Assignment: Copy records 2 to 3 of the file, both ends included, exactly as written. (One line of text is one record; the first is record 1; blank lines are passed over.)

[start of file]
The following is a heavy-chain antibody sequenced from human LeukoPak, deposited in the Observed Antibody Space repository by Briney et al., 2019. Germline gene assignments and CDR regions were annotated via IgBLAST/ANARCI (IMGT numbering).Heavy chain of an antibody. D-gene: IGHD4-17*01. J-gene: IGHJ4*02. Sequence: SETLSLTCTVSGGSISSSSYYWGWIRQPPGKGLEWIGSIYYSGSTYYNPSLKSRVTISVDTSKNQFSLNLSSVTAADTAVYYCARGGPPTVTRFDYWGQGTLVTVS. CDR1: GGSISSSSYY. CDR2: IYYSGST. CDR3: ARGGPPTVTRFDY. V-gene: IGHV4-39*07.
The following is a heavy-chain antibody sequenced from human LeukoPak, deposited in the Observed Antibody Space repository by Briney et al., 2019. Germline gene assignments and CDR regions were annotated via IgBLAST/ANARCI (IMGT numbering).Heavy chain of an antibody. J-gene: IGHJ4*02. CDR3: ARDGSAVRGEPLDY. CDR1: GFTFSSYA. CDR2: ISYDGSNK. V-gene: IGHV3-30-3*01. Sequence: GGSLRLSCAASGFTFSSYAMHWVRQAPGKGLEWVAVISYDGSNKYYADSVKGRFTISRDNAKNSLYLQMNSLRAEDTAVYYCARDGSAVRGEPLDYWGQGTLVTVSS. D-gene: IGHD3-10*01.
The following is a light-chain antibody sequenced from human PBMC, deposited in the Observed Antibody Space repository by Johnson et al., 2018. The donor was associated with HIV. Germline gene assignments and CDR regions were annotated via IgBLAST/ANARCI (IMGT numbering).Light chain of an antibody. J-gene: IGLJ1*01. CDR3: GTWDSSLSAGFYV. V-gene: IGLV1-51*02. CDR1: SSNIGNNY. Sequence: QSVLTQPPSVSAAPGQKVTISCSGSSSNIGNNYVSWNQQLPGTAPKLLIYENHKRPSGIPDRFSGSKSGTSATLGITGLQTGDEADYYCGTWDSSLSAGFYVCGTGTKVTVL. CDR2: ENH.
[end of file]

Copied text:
The following is a heavy-chain antibody sequenced from human LeukoPak, deposited in the Observed Antibody Space repository by Briney et al., 2019. Germline gene assignments and CDR regions were annotated via IgBLAST/ANARCI (IMGT numbering).Heavy chain of an antibody. J-gene: IGHJ4*02. CDR3: ARDGSAVRGEPLDY. CDR1: GFTFSSYA. CDR2: ISYDGSNK. V-gene: IGHV3-30-3*01. Sequence: GGSLRLSCAASGFTFSSYAMHWVRQAPGKGLEWVAVISYDGSNKYYADSVKGRFTISRDNAKNSLYLQMNSLRAEDTAVYYCARDGSAVRGEPLDYWGQGTLVTVSS. D-gene: IGHD3-10*01.
The following is a light-chain antibody sequenced from human PBMC, deposited in the Observed Antibody Space repository by Johnson et al., 2018. The donor was associated with HIV. Germline gene assignments and CDR regions were annotated via IgBLAST/ANARCI (IMGT numbering).Light chain of an antibody. J-gene: IGLJ1*01. CDR3: GTWDSSLSAGFYV. V-gene: IGLV1-51*02. CDR1: SSNIGNNY. Sequence: QSVLTQPPSVSAAPGQKVTISCSGSSSNIGNNYVSWNQQLPGTAPKLLIYENHKRPSGIPDRFSGSKSGTSATLGITGLQTGDEADYYCGTWDSSLSAGFYVCGTGTKVTVL. CDR2: ENH.